Keep in mind that Meng wasn’t actually in the United States when she committed any of her alleged crimes. She was just a Chinese businesswoman doing business with Iran. And one can only imagine how America would react if the roles were reversed – if, for example, an American travelling in Russia was arrested at the request of Chinese authorities for defying Chinese sanctions against Taiwan. Needless to say, the United States would not take well to such treatment.

And yet when the American authorities deal with China’s citizens this way, seemingly level-headed publications like The Federalist defend their modus operandi, with articles like this one accusing China of “bullying” Canada by making (unsuccessful) demands for Meng’s release, and defending Canada’s role with such hackneyed prose as the following:

“The Canadian government has tried very hard to explain to Beijing that Meng’s arrest was not politically driven.... The [U.S.] Justice Department launched a criminal probe into Huawei’s dealings in Iran in April 2017. The arrest warrant for Meng was issued in August by the U.S. District Court for the Eastern District of New York, and Meng was charged with “conspiracy to defraud multiple international institutions.” To U.S. authorities, arresting Meng in Canada was a natural choice, because Meng stopped traveling to the United States in 2017.”

This would all make a bit more sense if the U.S. District Court for the Eastern District of New York somehow had jurisdiction over alleged frauds committed in China and Iran. Under the Constitution of 1787, it doesn’t, but as that constitution wasn’t written with global imperialism in mind, the people who presently run this country have seen fit to abandon it.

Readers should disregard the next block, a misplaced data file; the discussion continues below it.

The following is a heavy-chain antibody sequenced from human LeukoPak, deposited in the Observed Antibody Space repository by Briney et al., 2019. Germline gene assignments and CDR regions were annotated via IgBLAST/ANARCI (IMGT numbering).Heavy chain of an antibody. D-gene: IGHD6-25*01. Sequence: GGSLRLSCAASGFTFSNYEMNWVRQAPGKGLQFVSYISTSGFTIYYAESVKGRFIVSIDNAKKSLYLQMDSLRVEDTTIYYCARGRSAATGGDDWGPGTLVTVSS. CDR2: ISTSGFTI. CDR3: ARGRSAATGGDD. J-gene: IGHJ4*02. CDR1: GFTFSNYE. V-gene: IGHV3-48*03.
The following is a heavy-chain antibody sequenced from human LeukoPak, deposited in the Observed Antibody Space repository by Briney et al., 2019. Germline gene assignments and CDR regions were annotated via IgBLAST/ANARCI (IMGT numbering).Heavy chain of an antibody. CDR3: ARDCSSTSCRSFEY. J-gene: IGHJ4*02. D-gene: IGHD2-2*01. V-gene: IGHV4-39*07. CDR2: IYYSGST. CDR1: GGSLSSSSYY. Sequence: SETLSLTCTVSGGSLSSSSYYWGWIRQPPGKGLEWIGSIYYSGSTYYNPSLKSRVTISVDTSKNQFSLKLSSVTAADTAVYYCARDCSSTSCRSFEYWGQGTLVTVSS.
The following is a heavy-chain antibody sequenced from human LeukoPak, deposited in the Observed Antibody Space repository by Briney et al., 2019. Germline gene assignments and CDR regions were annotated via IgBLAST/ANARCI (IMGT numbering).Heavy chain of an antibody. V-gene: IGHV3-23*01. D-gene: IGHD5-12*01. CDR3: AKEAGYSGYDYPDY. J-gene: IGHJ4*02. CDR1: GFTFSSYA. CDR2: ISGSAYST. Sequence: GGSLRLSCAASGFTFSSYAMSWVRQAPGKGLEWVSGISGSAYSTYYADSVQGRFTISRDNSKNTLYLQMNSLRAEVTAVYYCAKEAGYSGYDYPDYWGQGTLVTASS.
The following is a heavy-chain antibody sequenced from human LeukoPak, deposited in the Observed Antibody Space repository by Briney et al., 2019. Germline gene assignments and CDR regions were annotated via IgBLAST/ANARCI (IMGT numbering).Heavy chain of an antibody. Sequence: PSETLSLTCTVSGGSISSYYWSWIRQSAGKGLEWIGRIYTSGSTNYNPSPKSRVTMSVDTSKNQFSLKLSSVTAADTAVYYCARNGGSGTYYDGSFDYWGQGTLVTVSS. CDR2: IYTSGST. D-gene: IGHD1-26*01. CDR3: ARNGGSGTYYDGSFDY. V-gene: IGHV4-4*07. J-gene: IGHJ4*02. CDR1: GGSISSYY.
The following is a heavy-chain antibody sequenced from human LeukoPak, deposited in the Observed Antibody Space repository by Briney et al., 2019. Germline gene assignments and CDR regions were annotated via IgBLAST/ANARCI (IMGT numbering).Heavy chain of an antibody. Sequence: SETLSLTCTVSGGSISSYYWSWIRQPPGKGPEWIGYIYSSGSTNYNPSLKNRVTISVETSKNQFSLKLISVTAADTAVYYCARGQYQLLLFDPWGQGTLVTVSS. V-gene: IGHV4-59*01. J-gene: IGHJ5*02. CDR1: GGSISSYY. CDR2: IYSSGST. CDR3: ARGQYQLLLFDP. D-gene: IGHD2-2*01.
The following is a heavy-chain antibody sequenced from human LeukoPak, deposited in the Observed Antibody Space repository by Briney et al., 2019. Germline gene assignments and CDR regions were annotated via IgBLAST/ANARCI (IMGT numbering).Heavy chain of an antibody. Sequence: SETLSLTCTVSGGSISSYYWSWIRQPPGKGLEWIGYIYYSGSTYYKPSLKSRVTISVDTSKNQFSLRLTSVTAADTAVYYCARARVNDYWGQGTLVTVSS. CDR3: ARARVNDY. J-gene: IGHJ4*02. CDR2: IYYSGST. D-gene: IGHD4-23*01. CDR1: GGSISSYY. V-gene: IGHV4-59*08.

China’s leaders, being as commercialist as they are, ultimately decided to let the matter slide rather than jeopardize Sino-American trade by responding in kind. Needless to say, it won’t always be this way; the Chinese know that, a few years hence, America won’t be the largest economy any more, and it will be their turn to make the demands.

In the meantime, the biggest losers are the Iranians. Although most countries do not share America’s antipathy toward Iran, few international corporations are willing to risk the wrath of the global hegemon. When a company must choose between severing ties with Iran, and ceasing to do business in the United States, raw economics determines that the ‘indispensable nation’ will come out on top.

This is why Ron Paul has been saying for so long that sanctions are ‘an act of war.’ For one country to be cut off from the rest of the world by the threat of violence against anybody of any nationality, anywhere on Earth, who dares to treat it like a normal country, is an attack on the sovereignty of not just one foreign nation, but all of them.

But America’s days of acting this way are numbered. The Americans have long depended on the rest of the world’s demand for paper dollars to keep them in the number one economic spot even though they manufacture few tangible goods. But with their liberal use of sanctions, the Americans are sawing through their own perch.

More and more countries are dedollarizing in order to make it harder for the United States to claim jurisdiction over their commerce – and this process will sooner or later result in a disastrous shock to the American economy, with severe inflation as dollars lose their appeal abroad and come flooding back home. And all of it, perhaps, would have been avoidable, if only America’s rulers had taken their constitutional limits more seriously, rather than trying to regulate commerce between foreign nations.

America’s founders fought the War of Independence in order to gain for their new country a “separate and equal status” with other nations. Hegemony was never part of the plan. A return to constitution government requires that America recognize that it is a nation among nations, not an overlord among vassals, and act accordingly.